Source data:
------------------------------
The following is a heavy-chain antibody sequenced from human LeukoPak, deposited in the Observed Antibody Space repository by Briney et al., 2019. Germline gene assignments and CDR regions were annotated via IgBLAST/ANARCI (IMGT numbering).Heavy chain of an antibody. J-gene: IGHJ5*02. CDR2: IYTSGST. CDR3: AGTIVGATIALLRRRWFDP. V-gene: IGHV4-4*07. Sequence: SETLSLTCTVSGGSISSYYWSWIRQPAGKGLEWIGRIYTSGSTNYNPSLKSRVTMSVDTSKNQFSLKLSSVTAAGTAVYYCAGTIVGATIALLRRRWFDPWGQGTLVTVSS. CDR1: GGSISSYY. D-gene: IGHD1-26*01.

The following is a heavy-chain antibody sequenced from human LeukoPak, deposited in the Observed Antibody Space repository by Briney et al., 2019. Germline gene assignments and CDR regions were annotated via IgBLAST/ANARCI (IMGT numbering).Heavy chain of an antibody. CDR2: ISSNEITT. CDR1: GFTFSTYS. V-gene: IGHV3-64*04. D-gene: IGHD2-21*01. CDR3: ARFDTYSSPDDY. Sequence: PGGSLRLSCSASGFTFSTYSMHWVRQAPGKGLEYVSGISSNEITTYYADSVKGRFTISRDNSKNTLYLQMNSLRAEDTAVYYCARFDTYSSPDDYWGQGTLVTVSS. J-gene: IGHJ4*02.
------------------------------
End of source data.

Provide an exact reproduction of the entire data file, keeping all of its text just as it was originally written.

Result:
The following is a heavy-chain antibody sequenced from human LeukoPak, deposited in the Observed Antibody Space repository by Briney et al., 2019. Germline gene assignments and CDR regions were annotated via IgBLAST/ANARCI (IMGT numbering).Heavy chain of an antibody. J-gene: IGHJ5*02. CDR2: IYTSGST. CDR3: AGTIVGATIALLRRRWFDP. V-gene: IGHV4-4*07. Sequence: SETLSLTCTVSGGSISSYYWSWIRQPAGKGLEWIGRIYTSGSTNYNPSLKSRVTMSVDTSKNQFSLKLSSVTAAGTAVYYCAGTIVGATIALLRRRWFDPWGQGTLVTVSS. CDR1: GGSISSYY. D-gene: IGHD1-26*01.

The following is a heavy-chain antibody sequenced from human LeukoPak, deposited in the Observed Antibody Space repository by Briney et al., 2019. Germline gene assignments and CDR regions were annotated via IgBLAST/ANARCI (IMGT numbering).Heavy chain of an antibody. CDR2: ISSNEITT. CDR1: GFTFSTYS. V-gene: IGHV3-64*04. D-gene: IGHD2-21*01. CDR3: ARFDTYSSPDDY. Sequence: PGGSLRLSCSASGFTFSTYSMHWVRQAPGKGLEYVSGISSNEITTYYADSVKGRFTISRDNSKNTLYLQMNSLRAEDTAVYYCARFDTYSSPDDYWGQGTLVTVSS. J-gene: IGHJ4*02.